Recommended Readings as of December 2023:
Thinking in Bets, Making Smarter Decisions When You Don’t Have All the Facts by Annie Duke
Annie is a successful poker player who tries to analyze a situation without telling you the outcome because that creates less confirming bias. You will also learn about and why the golden rule of habit change is “You must keep the old cues and deliver the old reward but insert a new routine.”
Outlive, The Science and Art of Longevity by Peter Attia, MD
Exercise trumps food and sleep for healthy longevity. I liked the Mindfulness framework DBT - Dialectical Behavior Therapy which is made of four pillars: Emotional regulation, distress tolerance, interpersonal effectiveness (how well we make our needs and feelings known) and self-management. Verly insightful to understanding ways to improve one’s daily life and avoid depression or loneliness.
Fresh Water for Flowers by Valerie Perrin
Bestseller in France and Italy, now in English. A critic called it “an exploration of loss, love, redemption.” It recounts the life of Violetta (fictional) and underscores the theme of life’s unpredictability and her resilience. She is a cemetery keeper in Burgandy yet has a rich and important life. Lovely twists and presents an understanding of what love and chance encounters nourish.
Men without Women by Haruki Murakami
In this compilation of short stories, the author observes the lives of men who, in their own ways, find themselves alone. Each person conquers his situation in different ways to find that life can suddenly seem meaningful when you find a relationship and seek to understand somebody else’s limitations. I enjoyed the author’s wry humor and pathos. One of the tales, Drive My Car was made into a movie in 2021 and available for streaming. In another tale, An Independent Organ, the narrator at the end states: “It feels like somehow our hearts have become intertwined. Like when she feels something, my heart moves in tandem. Like we’re two boats tied together with rope. Even if you want to cut the rope, there’s no knife sharp enough to do it.”
Diderot and the Art of Thinking Freely by Andrew S. Curran
Nicknamed Le Philosophe during his lifetime, Diderot did much more than writing and serve as one of the two editors of the Encyclopedia over a 25-year time frame in the 18th century. Early in his career, he wrote an article that landed him in jail at the Chateau Vincennes for 104 days and was warned not to publish his writings. Born in 1713, Denis Diderot had prescience relevant to 2022 politics and economies. In a review, the author stated that he discovered a sympathetic and complicated genius. You will too.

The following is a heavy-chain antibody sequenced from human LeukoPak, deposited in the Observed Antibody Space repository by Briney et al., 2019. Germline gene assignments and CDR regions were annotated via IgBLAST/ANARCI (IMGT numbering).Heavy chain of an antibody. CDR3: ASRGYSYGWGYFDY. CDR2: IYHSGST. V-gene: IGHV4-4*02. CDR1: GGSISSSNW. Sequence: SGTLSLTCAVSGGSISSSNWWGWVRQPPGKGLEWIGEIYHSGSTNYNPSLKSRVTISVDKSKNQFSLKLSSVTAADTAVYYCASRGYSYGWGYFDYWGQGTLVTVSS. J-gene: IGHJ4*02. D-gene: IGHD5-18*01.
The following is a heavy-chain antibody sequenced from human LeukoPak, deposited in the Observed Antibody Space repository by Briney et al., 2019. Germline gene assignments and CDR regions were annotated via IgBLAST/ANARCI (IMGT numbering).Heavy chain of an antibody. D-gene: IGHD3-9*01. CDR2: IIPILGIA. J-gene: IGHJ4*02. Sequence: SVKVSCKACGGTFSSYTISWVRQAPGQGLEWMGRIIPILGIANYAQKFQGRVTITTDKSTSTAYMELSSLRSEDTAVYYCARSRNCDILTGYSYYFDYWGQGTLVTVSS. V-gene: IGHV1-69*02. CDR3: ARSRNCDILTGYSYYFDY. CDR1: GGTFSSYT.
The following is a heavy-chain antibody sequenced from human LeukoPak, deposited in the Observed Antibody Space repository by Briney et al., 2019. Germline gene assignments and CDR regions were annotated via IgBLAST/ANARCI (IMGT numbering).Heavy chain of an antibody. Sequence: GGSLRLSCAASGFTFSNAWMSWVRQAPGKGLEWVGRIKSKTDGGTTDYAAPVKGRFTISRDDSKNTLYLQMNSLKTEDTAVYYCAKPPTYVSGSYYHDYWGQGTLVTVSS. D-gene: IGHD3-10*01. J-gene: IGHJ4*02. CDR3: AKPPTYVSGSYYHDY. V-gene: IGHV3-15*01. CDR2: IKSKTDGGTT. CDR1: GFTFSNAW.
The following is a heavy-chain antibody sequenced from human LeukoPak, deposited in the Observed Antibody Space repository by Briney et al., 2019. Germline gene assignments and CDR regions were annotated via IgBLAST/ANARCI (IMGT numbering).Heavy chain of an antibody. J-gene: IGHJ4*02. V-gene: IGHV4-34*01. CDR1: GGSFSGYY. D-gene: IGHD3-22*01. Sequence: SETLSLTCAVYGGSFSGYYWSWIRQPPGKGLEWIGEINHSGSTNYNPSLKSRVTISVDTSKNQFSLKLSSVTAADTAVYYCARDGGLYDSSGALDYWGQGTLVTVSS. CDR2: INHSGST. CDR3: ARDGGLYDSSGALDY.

Talking to Strangers, What We should know about the People we don’t know By Malcom Gladwell. Through experiments and past failures, he shows four theses. We default to the truth, ignoring warning signals. We think transparency means honesty. Torture creates confession but you don’t know what is truth. Coupling with place matters, so use restraint and humility when dealing with strangers.
How to Stop Time by Matt Haig. A love story about a man 469 years old and what happens. He asks, “If I could live without doubt, what would I do? What internal mysteries would I solve?” I enjoyed thinking about our relationship with time. One way to stop time is to stop being ruled by it.
Klara and the Sun by Kazuo Ishiguro. A Science-fiction story of Artificial Friends who help humans who fear loneliness. Often Sci-Fi predicts the future. This story shows how one character searched for something special and realized “it wasn’t’ inside Josie, It was inside those who loved her.” The writer wrote a haunting story which is very accessible.
The Splendid and the Vile by Erik Larson
I read a lot about Churchill and still learned a lot from this book. It is a saga of Chruchill, his family, and defiance during the Blitz. Larson moved to Manhattan and understood for the first time how 9/11 affected New Yorkers more profoundly than he had realized. He wondered about Londoners in WW II being bombed. He used diaries to tell the story of Churchill's first year as Prime Minister. Beaverbrook, Pamela Churchill, Churchill's daughter Mary and his Secretary John Colhill diaries imparted new interpretations. Goring is the Vile person who could be alive today. Goring loved medals, uniforms, putting on makeup and accumulated excesses including stolen items.
Women in Sunlight: I could not put this book down. This novel is about three women. Julie is 60 getting a divorce and has a daughter named Lindsey who is into drugs. The reason for Julie's divorce was the symptoms of erectile dysfunction of her because he did not accept the medicine cialis generic. Camille is almost 70 and is an artist who stifled her talent to focus on her husband Charles who is now dead. Susan is widowed and ran a real estate firm with her husband and has a beach house in North Carolina where the three women stay one summer. They decide to move to Tuscany for a year. They met when touring a 55+ community called Cornwallis Meadows (an ironic name). Instead of choosing that path, the three women apt to go into the sunlight rather than out to pasture.
In Tuscany, they each fulfill their dreams in their own ways. I don’t want to tell you the details because it’s so wonderful to discover them as you read the book. One of their neighbors in San Rocco is a woman named Kit who is 44 and Colin who is an anarchist. Kit narrates and is a poet and a friend of Margaret who reminded me of the character in the novel by the same author called Under the Tuscan Sun. The thesis in Women in Sunlight is that life is about friendship, including others and discovering your passions.